And in those places they were starting to grow and play this the planets come out like someone who puts a coal-hop. And now it’s even better because these sites are actually clouds. Clouds made up of molecules, mostly hydrogen (with 2 hydrogen atoms), and they are also the coldest and darkest places in the universe. What is in these places has no form yet, it is simply matter which compacts because it is precisely when it cools that it lets itself be crushed by gravity. When it’s hot, the stuff that makes the world is pretty bland and doesn’t let it build up, let’s just say it keeps a safe distance.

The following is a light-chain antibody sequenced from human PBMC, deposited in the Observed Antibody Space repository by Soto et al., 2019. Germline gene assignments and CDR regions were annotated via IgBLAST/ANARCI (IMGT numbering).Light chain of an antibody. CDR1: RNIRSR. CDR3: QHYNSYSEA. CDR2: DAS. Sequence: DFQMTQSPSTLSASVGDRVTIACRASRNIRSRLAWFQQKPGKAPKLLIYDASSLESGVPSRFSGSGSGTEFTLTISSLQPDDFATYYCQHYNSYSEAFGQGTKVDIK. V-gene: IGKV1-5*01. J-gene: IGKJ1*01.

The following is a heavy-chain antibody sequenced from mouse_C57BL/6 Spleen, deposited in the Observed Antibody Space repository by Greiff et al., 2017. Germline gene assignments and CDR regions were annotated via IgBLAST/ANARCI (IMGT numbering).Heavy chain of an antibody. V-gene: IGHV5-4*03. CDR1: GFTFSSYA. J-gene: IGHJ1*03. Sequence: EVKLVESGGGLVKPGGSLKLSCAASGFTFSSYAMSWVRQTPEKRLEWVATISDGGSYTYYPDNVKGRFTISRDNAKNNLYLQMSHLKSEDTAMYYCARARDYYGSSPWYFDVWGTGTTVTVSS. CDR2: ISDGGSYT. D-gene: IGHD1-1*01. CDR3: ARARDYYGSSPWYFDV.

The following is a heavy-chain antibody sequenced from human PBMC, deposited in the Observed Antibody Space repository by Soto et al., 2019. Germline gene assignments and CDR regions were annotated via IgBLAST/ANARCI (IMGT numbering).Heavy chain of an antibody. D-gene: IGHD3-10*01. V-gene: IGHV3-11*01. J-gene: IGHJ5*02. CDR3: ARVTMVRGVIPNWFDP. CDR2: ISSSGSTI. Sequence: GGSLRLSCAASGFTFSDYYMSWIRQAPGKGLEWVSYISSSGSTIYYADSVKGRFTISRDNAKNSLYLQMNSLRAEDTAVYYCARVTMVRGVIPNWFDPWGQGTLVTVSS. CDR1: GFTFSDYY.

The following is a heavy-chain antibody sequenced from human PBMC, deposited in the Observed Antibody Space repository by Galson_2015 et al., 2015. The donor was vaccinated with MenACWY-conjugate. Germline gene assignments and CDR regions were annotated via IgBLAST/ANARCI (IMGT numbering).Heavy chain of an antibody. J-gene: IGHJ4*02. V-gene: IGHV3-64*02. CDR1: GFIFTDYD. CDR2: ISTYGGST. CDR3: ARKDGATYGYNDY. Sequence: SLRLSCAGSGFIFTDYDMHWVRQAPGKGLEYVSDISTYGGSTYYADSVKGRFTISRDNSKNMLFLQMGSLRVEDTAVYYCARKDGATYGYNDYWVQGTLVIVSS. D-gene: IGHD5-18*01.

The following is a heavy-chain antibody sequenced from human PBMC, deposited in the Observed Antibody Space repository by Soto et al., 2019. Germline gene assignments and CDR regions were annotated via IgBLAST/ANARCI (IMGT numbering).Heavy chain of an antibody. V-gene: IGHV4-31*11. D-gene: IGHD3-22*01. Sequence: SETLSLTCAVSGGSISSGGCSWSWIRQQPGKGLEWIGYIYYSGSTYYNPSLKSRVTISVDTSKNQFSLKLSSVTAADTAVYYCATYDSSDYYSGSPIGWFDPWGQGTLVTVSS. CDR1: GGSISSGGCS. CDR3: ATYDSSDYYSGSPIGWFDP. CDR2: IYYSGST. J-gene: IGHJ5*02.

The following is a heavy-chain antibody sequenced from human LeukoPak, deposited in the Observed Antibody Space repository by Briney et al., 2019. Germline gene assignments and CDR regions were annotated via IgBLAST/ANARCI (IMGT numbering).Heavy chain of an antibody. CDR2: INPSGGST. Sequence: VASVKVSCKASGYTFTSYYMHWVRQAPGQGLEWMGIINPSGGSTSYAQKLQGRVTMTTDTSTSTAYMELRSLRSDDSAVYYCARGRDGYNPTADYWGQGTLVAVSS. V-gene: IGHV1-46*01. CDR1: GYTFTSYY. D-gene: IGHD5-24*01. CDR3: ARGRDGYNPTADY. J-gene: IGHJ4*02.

Now let’s go to the center of the cloud, the place where it compresses, where the temperature is very low. We’re talking about a few degrees above absolute zero, which on a normal people’s scale means very cold, about -250 degrees on the Celsius scale. Temperature is simply a statistical measurement, an average, in this case speed. Temperature allows us, in the world of big things, to measure the movement or average speed of small things and clouds being cold means there is virtually no movement, particles are still and also each type of particle moves differently. way. The older ones move less: the micro world and the macro world in this sense do not differ too much. In these regions, one particle out of 100 is solid and is larger than the others. And by roughly, we’re referring to something the size of a virus, at most a bacterium. On the surface of these small grains we call dust This is where water’s journey through the universe begins.